Food shortage looms in SADC as drought bites


By Mpho Tebele

Gaborone - A United Nations (UN) report has revealed that more than 9.6 million people in Botswana, eSwatini, Lesotho, Madagascar, Malawi, Mozambique, Namibia, Zambia and Zimbabwe are expected to face severe food insecurity in the coming months.

The report, compiled by the UN Office for the Coordination of Humanitarian Affairs states that both Madagascar (Beloha and Ampanihy Districts) and Zimbabwe (Kariba, Binga and Rushinga) have populations facing emergency (IPC Phase 4) food insecurity.

It says the highest numbers of severely food insecure people are projected to be in Malawi (3.3 million), Zimbabwe (2.4 million people just in rural areas), and Madagascar (1.3 million). Increase in food insecurity is closely linked to heightened protection risks for the most vulnerable.

In Madagascar, there are reports that households from Grand Sud are travelling long distances in search of work, and that very poor households who rely on charcoal or firewood for a living are travelling longer distances to collect them, exposing them to insecurity.

“The risk of an El Niño phenomenon between December and February, which coincides with the cropping season in Southern Africa, is currently 65-70%. This is lower than at the same time in 2015, when the probability was 90%,” the report found.

El Niño is historically associated with depressed rainfall in the southern half of the region. According to the most recent Southern African Regional Climate Outlook Forum (SARCOF) report a possible El Niño event could, therefore, lead to a further deterioration in food insecurity in the region in 2019-2020, particularly following the low and erratic rainfall recorded to date in 2018.

The report says at least 400,000 people across Southern Africa were impacted by floods and cyclones during the 2017/2018 season. This includes 212,000 people who were impacted either directly or indirectly by Tropical Cyclone Ava (161,000 people) and Tropical Storm Eliakim (51,000) in Madagascar.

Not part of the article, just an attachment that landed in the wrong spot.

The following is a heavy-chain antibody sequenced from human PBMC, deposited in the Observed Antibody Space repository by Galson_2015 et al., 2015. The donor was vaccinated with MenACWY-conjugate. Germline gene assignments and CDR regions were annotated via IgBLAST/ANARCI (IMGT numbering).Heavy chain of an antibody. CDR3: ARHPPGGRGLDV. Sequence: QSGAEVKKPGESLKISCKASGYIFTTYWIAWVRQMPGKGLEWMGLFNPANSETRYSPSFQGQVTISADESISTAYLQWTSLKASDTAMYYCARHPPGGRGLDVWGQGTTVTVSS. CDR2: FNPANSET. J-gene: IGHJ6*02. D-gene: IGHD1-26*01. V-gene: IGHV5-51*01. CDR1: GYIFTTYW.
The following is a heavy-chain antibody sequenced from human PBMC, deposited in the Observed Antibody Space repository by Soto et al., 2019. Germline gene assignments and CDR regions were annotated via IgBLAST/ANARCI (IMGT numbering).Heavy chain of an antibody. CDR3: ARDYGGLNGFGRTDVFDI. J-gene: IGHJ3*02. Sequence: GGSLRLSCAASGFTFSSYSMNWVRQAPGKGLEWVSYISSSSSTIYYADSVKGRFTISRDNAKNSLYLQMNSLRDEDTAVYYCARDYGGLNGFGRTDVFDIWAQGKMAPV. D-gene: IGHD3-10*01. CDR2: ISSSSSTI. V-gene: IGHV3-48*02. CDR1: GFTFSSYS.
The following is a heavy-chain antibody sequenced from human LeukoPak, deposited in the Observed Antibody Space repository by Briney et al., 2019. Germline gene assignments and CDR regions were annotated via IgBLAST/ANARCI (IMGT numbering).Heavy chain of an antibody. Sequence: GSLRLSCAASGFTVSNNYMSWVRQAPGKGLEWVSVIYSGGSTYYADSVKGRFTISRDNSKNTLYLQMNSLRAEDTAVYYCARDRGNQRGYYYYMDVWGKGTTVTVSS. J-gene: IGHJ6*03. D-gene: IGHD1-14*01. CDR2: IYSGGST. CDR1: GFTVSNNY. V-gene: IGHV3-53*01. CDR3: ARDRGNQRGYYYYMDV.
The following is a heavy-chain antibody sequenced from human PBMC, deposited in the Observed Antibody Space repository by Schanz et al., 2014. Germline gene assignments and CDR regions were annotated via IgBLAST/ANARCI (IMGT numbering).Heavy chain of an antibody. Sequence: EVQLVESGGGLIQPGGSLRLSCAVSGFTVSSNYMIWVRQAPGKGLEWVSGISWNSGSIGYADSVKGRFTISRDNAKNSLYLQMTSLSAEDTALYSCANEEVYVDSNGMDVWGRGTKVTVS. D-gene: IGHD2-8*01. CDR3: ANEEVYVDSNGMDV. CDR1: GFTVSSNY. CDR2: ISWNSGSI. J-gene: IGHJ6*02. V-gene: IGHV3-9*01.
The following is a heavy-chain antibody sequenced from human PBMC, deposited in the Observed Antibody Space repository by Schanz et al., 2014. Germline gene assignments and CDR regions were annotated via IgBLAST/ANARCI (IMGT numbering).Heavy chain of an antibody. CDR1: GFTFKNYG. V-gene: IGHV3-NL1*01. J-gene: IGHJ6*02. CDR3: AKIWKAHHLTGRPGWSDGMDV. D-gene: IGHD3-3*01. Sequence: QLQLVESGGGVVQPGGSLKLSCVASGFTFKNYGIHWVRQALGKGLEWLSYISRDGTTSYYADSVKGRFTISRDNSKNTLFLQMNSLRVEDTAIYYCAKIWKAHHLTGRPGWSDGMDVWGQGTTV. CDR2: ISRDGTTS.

Northern Mozambique was affected by heavy rainfall in January, affecting more than 73,200 people and damaging over 14,400 houses and 422 classrooms. Meanwhile, Mauritius and La Reunion were impacted by both Tropical Cyclone Berguitta (January 2018) and Tropical Cyclone Dumazile (March 2018). Localised floods caused displacement and infrastructure damage in Botswana, Malawi, Tanzania and Zimbabwe.

According to the report, over 1,000 cholera cases have been recorded in the region to date in 2018, including in Angola, Malawi, Mozambique, Tanzania, Zambia and Zimbabwe. Tanzania saw double the cases recorded from January to August 2018 (3,739) compared to the same period in 2017 (2,466), while Zambia accounts for nearly 40% of all cases in the region. Of particular note, a new outbreak has started in Harare, Zimbabwe, on 6 September, with 3,349 suspected cases reported and 32 deaths as of 14 September.

The report says the major risk factors propagating the Zimbabwe outbreak are unsafe burial practices, erratic water supply, burst sewer pipes and the use of unprotected water sources.

Other communicable diseases are also present in the region, including Hepatitis E in Angola and Namibia, Guinea Worm in Angola (first case confirmed in June 2018), measles in Mauritius and Zambia, typhoid in Zimbabwe, listeriosis in South Africa and dengue fever in the Seychelles and Tanzania.

The report says while governments in the region continue to respond to recurrent shocks, there is an urgent need for comprehensive action by governments and development partners to address the root causes of chronic vulnerability in the region, in particular through investments in shock-responsive social protection systems.

Regional humanitarian partners are supporting governments to enhance their preparedness for disasters and assisting the Southern Africa Development Community (SADC) to develop a Regional Resilience Strategy.

“However, broader macro-economic and policy measures are urgently required to reduce chronic needs and respond to crises in the future. 

These include building fiscal buffers, building resilient production systems and markets, and building on existing social safety net programmes, as highlighted following the 2016-2017 El Niño-induced drought,” the report says.

It warns that without urgent and comprehensive action to this end, chronic needs across the region will continue to become acute when vulnerable communities are hit with even the smallest shock.





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